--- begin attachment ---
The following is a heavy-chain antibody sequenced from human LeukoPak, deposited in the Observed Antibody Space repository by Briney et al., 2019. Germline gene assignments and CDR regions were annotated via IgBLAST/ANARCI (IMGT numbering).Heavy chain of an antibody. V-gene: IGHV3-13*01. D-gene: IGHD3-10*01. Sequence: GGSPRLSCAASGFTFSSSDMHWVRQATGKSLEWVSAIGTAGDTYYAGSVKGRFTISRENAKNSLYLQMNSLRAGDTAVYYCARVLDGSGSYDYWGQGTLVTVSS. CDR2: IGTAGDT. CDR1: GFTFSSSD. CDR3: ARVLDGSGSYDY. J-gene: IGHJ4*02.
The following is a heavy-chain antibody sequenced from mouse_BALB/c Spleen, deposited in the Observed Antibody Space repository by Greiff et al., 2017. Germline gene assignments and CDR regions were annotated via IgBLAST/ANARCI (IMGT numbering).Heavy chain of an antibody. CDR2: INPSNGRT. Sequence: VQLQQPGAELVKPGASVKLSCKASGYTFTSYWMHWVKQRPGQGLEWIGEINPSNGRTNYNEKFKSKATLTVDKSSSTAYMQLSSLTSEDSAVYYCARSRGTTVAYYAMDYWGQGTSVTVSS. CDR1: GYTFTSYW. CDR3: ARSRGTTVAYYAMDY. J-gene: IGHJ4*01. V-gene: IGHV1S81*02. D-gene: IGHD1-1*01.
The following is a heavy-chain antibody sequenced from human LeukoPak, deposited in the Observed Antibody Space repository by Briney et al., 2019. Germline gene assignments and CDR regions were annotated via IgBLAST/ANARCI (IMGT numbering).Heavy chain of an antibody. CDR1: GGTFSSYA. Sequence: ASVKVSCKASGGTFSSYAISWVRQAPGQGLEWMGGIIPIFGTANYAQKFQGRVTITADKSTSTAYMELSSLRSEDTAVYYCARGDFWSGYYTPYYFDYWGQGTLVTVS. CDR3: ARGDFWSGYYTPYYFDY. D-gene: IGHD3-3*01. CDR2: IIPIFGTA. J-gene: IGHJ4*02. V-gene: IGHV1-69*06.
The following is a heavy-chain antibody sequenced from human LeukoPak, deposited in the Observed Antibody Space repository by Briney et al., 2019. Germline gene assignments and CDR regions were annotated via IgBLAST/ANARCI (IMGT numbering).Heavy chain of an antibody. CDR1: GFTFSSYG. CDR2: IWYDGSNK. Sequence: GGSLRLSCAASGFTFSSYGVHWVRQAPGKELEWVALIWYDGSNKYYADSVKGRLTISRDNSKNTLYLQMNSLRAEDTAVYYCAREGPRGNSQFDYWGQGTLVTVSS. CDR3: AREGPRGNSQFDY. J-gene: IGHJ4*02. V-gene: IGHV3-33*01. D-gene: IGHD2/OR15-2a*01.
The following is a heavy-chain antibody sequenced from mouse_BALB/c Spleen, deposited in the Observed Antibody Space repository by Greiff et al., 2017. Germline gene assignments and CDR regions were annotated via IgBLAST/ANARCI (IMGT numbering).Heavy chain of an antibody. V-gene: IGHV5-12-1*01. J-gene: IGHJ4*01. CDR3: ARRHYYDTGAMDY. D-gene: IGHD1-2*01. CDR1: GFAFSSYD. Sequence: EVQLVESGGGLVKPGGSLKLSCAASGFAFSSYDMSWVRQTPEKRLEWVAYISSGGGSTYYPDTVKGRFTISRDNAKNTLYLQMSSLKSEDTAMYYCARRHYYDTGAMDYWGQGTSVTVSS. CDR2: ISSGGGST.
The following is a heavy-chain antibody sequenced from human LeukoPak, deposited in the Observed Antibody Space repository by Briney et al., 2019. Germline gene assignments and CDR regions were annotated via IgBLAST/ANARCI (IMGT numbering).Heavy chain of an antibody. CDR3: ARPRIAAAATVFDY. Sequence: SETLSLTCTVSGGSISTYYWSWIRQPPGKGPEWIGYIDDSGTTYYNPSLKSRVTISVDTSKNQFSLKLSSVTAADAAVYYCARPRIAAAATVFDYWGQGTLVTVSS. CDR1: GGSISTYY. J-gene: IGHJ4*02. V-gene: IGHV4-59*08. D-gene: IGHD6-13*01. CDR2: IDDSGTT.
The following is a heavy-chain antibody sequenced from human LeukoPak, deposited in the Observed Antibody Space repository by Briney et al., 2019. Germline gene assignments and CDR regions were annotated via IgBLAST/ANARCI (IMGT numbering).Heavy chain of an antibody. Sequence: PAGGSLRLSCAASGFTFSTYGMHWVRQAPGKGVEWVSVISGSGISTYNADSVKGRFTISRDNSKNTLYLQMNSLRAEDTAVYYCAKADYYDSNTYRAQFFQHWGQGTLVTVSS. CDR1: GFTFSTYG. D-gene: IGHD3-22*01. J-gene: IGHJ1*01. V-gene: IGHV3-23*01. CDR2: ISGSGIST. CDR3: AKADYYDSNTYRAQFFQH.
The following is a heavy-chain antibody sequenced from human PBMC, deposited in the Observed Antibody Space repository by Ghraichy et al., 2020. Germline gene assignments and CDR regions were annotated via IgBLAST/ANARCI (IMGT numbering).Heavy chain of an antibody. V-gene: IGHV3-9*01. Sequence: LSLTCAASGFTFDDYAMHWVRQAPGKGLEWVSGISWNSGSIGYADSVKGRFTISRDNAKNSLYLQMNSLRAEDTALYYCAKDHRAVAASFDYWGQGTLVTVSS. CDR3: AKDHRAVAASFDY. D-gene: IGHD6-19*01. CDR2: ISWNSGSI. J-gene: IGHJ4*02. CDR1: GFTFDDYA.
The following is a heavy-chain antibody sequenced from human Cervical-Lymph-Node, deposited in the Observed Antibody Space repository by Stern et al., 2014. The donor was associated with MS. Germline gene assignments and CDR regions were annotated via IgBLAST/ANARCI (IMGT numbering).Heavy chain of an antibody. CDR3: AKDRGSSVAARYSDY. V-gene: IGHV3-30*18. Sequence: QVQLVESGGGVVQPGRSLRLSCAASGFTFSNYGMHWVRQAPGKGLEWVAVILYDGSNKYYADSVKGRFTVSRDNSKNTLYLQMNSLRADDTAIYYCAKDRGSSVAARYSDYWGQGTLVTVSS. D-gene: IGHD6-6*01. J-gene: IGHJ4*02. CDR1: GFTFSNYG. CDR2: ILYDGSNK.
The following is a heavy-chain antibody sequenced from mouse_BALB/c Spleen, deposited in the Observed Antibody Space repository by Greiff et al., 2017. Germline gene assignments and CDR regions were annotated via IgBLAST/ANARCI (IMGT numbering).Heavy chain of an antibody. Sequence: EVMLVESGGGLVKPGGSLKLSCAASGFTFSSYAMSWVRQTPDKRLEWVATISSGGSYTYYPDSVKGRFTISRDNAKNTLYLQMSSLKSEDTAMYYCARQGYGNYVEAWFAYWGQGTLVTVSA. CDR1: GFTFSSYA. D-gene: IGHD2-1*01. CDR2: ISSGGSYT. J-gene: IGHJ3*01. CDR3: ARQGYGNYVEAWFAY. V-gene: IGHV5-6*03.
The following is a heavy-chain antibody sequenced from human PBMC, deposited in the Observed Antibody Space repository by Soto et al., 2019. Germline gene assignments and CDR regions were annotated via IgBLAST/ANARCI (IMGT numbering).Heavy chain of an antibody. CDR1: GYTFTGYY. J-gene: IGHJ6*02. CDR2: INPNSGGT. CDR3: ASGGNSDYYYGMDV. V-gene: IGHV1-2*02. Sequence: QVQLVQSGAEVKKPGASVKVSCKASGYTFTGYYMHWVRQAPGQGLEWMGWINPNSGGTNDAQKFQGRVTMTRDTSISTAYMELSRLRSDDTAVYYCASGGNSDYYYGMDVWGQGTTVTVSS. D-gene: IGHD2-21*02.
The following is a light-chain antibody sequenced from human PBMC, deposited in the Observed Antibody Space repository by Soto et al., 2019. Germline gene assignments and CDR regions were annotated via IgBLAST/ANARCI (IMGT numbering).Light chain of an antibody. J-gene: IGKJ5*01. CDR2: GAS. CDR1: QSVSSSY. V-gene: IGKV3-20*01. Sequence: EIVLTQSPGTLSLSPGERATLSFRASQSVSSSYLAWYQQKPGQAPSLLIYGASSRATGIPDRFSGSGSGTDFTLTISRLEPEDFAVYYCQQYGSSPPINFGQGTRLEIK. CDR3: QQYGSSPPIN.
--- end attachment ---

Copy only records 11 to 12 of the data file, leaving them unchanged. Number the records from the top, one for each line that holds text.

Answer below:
The following is a heavy-chain antibody sequenced from human PBMC, deposited in the Observed Antibody Space repository by Soto et al., 2019. Germline gene assignments and CDR regions were annotated via IgBLAST/ANARCI (IMGT numbering).Heavy chain of an antibody. CDR1: GYTFTGYY. J-gene: IGHJ6*02. CDR2: INPNSGGT. CDR3: ASGGNSDYYYGMDV. V-gene: IGHV1-2*02. Sequence: QVQLVQSGAEVKKPGASVKVSCKASGYTFTGYYMHWVRQAPGQGLEWMGWINPNSGGTNDAQKFQGRVTMTRDTSISTAYMELSRLRSDDTAVYYCASGGNSDYYYGMDVWGQGTTVTVSS. D-gene: IGHD2-21*02.
The following is a light-chain antibody sequenced from human PBMC, deposited in the Observed Antibody Space repository by Soto et al., 2019. Germline gene assignments and CDR regions were annotated via IgBLAST/ANARCI (IMGT numbering).Light chain of an antibody. J-gene: IGKJ5*01. CDR2: GAS. CDR1: QSVSSSY. V-gene: IGKV3-20*01. Sequence: EIVLTQSPGTLSLSPGERATLSFRASQSVSSSYLAWYQQKPGQAPSLLIYGASSRATGIPDRFSGSGSGTDFTLTISRLEPEDFAVYYCQQYGSSPPINFGQGTRLEIK. CDR3: QQYGSSPPIN.